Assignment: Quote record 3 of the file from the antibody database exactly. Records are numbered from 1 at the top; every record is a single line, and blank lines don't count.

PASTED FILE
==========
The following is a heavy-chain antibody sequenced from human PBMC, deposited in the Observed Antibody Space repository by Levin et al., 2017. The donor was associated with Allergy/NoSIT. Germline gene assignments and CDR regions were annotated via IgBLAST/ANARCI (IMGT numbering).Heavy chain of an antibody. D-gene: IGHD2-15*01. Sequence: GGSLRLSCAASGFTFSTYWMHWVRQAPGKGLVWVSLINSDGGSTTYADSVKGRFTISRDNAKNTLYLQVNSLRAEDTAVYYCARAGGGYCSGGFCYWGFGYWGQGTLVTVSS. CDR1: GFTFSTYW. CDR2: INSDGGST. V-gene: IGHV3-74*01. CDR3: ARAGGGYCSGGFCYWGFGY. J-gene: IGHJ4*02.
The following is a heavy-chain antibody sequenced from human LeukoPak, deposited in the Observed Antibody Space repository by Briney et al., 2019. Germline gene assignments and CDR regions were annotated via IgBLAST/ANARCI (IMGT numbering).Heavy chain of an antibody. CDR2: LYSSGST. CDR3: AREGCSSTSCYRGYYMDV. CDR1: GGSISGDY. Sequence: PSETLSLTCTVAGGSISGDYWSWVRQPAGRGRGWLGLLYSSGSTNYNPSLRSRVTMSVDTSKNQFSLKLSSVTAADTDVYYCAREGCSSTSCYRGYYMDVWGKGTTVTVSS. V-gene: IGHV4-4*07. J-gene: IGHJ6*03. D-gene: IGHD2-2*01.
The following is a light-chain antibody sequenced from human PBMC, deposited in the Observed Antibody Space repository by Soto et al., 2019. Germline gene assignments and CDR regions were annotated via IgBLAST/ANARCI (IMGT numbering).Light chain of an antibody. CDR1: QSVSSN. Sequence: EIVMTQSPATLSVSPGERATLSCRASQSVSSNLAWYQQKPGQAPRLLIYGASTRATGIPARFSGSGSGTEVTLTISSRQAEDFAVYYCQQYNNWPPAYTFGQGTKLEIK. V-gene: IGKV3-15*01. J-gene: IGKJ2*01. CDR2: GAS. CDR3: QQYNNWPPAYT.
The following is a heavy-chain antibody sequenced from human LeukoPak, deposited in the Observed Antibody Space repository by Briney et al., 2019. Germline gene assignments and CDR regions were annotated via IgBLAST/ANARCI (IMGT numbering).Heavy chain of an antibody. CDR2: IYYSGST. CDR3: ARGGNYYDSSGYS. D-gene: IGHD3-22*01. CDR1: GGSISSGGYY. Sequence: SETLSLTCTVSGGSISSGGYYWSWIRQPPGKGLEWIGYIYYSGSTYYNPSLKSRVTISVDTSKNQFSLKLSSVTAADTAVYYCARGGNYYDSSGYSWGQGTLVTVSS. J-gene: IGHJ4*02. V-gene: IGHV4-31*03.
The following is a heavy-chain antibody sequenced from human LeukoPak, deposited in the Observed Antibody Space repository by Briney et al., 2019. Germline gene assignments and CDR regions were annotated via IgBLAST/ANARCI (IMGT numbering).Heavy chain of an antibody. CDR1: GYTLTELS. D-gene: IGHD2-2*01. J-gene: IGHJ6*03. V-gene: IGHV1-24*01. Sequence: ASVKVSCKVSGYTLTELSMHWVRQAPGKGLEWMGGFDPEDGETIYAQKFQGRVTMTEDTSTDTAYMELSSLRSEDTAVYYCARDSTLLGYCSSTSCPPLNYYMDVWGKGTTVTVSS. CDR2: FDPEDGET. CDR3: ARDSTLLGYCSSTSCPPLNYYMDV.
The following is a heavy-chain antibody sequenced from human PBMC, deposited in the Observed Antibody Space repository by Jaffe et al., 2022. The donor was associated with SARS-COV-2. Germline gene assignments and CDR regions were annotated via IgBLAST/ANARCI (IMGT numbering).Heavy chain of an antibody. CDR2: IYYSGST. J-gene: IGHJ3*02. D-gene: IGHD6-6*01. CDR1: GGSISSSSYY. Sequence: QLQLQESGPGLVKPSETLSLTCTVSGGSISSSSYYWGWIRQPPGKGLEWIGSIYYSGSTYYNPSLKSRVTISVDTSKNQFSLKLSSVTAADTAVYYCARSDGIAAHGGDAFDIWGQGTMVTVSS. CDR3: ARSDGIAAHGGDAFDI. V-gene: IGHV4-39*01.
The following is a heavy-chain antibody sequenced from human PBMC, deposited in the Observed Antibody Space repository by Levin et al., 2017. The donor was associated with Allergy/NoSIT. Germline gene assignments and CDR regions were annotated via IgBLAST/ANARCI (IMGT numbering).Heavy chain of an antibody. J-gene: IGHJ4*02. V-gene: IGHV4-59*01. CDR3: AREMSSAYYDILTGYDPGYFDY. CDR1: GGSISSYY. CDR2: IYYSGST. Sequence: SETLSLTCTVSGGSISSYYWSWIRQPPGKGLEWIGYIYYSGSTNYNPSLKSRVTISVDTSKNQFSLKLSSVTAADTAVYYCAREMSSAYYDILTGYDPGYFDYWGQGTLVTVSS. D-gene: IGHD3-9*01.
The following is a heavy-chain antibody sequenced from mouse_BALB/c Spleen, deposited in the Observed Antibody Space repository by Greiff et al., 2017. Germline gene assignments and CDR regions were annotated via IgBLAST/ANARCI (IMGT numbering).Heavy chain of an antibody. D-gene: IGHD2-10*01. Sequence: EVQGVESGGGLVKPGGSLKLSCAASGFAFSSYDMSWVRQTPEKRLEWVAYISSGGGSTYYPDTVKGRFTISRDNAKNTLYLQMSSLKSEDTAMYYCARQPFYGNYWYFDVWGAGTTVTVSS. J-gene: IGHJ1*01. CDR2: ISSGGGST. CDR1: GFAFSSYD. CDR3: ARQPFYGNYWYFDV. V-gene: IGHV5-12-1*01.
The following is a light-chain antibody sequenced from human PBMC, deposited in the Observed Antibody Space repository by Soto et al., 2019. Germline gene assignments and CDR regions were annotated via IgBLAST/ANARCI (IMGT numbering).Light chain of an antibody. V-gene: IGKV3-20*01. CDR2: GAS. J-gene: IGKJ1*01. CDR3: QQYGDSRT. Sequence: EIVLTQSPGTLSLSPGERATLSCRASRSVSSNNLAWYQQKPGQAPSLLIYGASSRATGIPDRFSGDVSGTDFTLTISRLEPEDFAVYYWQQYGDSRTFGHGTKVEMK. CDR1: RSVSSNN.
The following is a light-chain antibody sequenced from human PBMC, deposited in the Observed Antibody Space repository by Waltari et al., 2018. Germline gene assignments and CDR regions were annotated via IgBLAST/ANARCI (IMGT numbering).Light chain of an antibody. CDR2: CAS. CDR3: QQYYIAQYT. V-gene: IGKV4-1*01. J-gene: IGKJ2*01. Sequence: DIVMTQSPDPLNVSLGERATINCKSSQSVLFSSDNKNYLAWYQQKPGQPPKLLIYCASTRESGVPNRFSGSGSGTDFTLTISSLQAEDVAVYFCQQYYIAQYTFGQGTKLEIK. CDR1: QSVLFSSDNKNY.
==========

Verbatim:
The following is a light-chain antibody sequenced from human PBMC, deposited in the Observed Antibody Space repository by Soto et al., 2019. Germline gene assignments and CDR regions were annotated via IgBLAST/ANARCI (IMGT numbering).Light chain of an antibody. CDR1: QSVSSN. Sequence: EIVMTQSPATLSVSPGERATLSCRASQSVSSNLAWYQQKPGQAPRLLIYGASTRATGIPARFSGSGSGTEVTLTISSRQAEDFAVYYCQQYNNWPPAYTFGQGTKLEIK. V-gene: IGKV3-15*01. J-gene: IGKJ2*01. CDR2: GAS. CDR3: QQYNNWPPAYT.